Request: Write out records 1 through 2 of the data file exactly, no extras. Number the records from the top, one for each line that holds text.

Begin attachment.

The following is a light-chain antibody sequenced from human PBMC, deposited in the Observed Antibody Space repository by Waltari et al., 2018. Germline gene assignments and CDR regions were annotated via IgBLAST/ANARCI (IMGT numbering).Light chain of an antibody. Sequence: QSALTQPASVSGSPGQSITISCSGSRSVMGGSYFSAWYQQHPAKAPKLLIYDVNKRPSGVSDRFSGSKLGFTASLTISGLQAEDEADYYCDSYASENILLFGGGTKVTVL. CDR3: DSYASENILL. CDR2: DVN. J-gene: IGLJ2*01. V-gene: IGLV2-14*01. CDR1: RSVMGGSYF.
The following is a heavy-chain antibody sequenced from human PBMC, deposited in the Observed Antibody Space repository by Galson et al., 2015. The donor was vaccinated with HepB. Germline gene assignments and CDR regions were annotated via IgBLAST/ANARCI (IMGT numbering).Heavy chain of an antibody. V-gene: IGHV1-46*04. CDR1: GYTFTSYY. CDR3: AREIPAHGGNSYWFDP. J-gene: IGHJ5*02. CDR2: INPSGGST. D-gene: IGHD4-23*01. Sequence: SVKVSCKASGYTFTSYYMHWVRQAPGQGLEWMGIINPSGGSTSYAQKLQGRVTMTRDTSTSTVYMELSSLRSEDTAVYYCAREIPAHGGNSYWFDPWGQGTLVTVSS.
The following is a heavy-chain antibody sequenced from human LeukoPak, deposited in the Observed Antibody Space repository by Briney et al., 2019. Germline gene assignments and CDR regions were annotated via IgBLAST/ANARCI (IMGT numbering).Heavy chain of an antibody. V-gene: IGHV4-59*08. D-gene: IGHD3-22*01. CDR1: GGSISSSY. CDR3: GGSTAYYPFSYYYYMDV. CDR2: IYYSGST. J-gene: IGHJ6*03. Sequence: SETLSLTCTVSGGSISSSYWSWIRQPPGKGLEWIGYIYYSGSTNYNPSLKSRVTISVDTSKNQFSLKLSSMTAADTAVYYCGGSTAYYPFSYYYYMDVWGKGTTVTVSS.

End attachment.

The following is a light-chain antibody sequenced from human PBMC, deposited in the Observed Antibody Space repository by Waltari et al., 2018. Germline gene assignments and CDR regions were annotated via IgBLAST/ANARCI (IMGT numbering).Light chain of an antibody. Sequence: QSALTQPASVSGSPGQSITISCSGSRSVMGGSYFSAWYQQHPAKAPKLLIYDVNKRPSGVSDRFSGSKLGFTASLTISGLQAEDEADYYCDSYASENILLFGGGTKVTVL. CDR3: DSYASENILL. CDR2: DVN. J-gene: IGLJ2*01. V-gene: IGLV2-14*01. CDR1: RSVMGGSYF.
The following is a heavy-chain antibody sequenced from human PBMC, deposited in the Observed Antibody Space repository by Galson et al., 2015. The donor was vaccinated with HepB. Germline gene assignments and CDR regions were annotated via IgBLAST/ANARCI (IMGT numbering).Heavy chain of an antibody. V-gene: IGHV1-46*04. CDR1: GYTFTSYY. CDR3: AREIPAHGGNSYWFDP. J-gene: IGHJ5*02. CDR2: INPSGGST. D-gene: IGHD4-23*01. Sequence: SVKVSCKASGYTFTSYYMHWVRQAPGQGLEWMGIINPSGGSTSYAQKLQGRVTMTRDTSTSTVYMELSSLRSEDTAVYYCAREIPAHGGNSYWFDPWGQGTLVTVSS.